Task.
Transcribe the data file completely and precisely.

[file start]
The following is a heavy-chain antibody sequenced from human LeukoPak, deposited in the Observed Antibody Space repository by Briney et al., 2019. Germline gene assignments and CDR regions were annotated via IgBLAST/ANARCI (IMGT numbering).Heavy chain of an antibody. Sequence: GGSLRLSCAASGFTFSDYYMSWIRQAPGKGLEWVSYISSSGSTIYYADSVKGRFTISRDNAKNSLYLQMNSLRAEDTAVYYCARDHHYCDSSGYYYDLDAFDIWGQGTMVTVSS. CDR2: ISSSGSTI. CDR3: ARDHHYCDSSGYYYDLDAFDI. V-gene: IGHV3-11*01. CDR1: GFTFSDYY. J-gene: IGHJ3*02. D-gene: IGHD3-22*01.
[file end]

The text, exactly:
The following is a heavy-chain antibody sequenced from human LeukoPak, deposited in the Observed Antibody Space repository by Briney et al., 2019. Germline gene assignments and CDR regions were annotated via IgBLAST/ANARCI (IMGT numbering).Heavy chain of an antibody. Sequence: GGSLRLSCAASGFTFSDYYMSWIRQAPGKGLEWVSYISSSGSTIYYADSVKGRFTISRDNAKNSLYLQMNSLRAEDTAVYYCARDHHYCDSSGYYYDLDAFDIWGQGTMVTVSS. CDR2: ISSSGSTI. CDR3: ARDHHYCDSSGYYYDLDAFDI. V-gene: IGHV3-11*01. CDR1: GFTFSDYY. J-gene: IGHJ3*02. D-gene: IGHD3-22*01.